Now, here's some very cool news. Frank Woodward is filming a documentary on H. P. Lovecraft and has asked if he can interview me for the film. Of course, I said yes. The film will also include interviews with Ramsey Campbell, Neil Gaiman, Guillermo Del Toro, Stuart Gordon, Peter Straub, and S. T. Joshi. They offered to fly me to LA, but I said I would much prefer to do the interview here in Atlanta, perhaps at my home or the Fernbank Museum or maybe the Botanical Gardens. So, Frank and his crew will be coming here in January. I am flattered and very happy to be a part of this project, and I will pass along details as they become available.
Before I forget, fans of The Adventures of Boschen and Nesuko take note. setsuled is now offering Zai'Pi T-shirts and tank tops, as seen on the lovely Nesuko in the latest installment. Eleven styles from which to choose Just click here. I believe I'll be getting the tank top, and Spooky's talking about getting the cap sleeve T (black caps; "Your shoulders flush with mollusc affection."). Everyone should follow our example, of course, as we all must love the snail.
I think I am going to begin geocaching.
In other news, the writing went well yesterday, much to my surprise. I thought I'd not get a word written, because I was still having to deal with exactly what Penguin needed on the Emily Dickinson quotes and how they needed it sent. My fax machine is still dead, so Spooky finally had to go out to fax to the photocopies. So, she got no work done on the latest doll. But now all is taken care of, and I get the epigraphs in Daughter of Hounds (please preorder today, and don't forget, Amazon is offering DoH together with the trade hardcover of Alabaster for only $27.70). Also, we renewed the lease on this place yesterday, so we're here for another year. There was just too much work to try to make the move to New England this winter. Maybe next year. Maybe.
We had a nice twilight walk in Freedom Park, and Spooky found a mummified mouse, which she carried around on a dead leaf until I made her put it down. We saw a hawk, as well. Then last night we watched the director's cut of Richard Stanley's Dust Devil. As all good aficionados of obscure creepy films know, the studio cut Dust Devil up pretty mercilessly when it was originally released in 1992. Here, at last, we have something that at least begins to approach the film which Stanley intended us to see. And, for the most part, it is an amazing and disquieting thing. A great deal of the film's effectiveness comes from the bleak Namibian locations and from Simon Boswell's superb soundtrack. Zakes Mokae is splendid as the haunted Ben Mukurob, and for the most part, the casting and acting is good. I think, however, that my only major gripe with the film is that Robert John Burke, the actor chosen to play the supernatural being of the title, was entirely too Clint Eastwood, though I know that's exactly what Stanley was after. Still, Dust Devil is a terribly underappreciated classic, a masterpiece of mood and setting, of light and sound. Thirteen years after seeing the original, it still shook me up. Check it out. Dust Devil: The Final Cut. Oh, and watching an interview with Stanley that was on the disc I learned of the existence of a 16mm prequel to Hardware (1990), which I'd not even known existed. I will track it down, by gods.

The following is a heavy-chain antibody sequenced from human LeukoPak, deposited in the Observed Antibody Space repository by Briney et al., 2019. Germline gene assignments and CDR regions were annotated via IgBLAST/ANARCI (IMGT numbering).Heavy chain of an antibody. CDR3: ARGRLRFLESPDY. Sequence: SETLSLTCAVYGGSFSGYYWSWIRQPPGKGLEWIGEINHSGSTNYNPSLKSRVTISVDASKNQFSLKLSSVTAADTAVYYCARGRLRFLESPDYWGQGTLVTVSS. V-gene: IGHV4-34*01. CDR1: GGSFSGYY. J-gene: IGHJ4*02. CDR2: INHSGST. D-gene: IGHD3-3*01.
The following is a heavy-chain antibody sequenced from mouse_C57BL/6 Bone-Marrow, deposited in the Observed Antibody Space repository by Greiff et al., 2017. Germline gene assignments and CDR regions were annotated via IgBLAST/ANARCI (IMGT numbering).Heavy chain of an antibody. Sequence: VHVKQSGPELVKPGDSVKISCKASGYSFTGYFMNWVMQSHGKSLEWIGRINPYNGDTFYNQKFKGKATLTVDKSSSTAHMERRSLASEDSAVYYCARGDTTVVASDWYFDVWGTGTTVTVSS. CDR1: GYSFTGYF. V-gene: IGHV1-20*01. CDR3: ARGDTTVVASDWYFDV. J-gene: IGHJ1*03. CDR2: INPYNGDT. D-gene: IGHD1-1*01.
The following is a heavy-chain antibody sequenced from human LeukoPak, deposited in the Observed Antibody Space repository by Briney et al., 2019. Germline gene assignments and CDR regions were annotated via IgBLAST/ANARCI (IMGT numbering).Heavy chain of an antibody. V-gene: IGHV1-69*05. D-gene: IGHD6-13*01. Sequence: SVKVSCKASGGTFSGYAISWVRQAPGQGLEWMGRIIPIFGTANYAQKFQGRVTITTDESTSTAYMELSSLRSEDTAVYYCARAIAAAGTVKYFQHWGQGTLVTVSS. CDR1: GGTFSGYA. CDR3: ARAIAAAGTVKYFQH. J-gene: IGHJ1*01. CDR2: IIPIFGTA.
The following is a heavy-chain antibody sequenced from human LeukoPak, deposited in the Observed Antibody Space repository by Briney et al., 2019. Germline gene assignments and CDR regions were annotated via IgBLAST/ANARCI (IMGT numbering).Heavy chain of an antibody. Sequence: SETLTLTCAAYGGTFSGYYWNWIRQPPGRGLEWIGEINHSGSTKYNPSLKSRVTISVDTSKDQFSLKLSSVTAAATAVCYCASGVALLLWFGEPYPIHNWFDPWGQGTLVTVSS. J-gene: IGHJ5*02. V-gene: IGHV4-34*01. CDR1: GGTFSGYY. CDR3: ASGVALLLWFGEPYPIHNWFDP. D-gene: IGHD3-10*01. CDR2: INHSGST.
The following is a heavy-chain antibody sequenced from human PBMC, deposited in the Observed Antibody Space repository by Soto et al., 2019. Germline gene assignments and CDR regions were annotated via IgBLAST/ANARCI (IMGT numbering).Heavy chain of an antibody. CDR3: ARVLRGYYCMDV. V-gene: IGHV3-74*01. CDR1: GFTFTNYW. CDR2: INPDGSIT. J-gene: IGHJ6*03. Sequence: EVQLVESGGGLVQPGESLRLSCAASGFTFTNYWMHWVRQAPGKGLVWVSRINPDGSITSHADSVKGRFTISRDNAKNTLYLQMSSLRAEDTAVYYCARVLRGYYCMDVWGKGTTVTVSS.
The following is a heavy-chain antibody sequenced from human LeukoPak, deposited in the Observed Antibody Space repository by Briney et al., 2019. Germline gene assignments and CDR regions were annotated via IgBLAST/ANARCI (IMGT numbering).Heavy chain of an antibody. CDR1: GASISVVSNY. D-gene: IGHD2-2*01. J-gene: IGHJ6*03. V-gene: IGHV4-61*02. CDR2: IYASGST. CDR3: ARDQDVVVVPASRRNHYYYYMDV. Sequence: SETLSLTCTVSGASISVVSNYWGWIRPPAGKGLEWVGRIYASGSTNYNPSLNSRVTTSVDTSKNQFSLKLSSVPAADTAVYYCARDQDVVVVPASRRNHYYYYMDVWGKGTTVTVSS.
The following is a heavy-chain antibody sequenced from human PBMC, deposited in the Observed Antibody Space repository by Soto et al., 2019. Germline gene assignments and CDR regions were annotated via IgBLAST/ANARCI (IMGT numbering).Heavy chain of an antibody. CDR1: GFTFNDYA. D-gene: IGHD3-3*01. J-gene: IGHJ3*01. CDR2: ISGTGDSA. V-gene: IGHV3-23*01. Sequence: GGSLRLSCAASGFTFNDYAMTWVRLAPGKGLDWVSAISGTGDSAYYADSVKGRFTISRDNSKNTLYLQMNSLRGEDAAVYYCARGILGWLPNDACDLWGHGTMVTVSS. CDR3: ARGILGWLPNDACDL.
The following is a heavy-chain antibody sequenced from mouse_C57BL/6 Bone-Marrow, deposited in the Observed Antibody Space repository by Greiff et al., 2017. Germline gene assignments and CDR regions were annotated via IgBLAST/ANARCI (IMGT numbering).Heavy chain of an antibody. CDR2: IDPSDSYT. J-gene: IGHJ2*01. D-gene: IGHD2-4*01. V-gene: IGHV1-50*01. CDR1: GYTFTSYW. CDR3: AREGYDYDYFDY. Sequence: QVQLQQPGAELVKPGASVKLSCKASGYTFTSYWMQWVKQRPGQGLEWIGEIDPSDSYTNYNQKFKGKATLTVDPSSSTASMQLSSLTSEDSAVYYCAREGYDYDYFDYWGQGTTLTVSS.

It's chilly here today.
After the movie, I crawled away to bed with one of the Mars books I'm currently reading. The story for The Dinosaurs of Mars hasn't quite come together in my head. I know the basic concept: while exploring Victoria Crater, the Opportunity rover comes, inexplicably, upon the unfossilized bones of Cretaceous dinosaurs weathering from a sand dune. But what I cannot quite figure out is how the story will be told. Anyway, I read a bit about Giovanni Schiaparelli and Percival Lowell and the "canals" of Mars. I fell asleep about three, my head filled with images of towering red, volcanic plateaus and cold pink skies.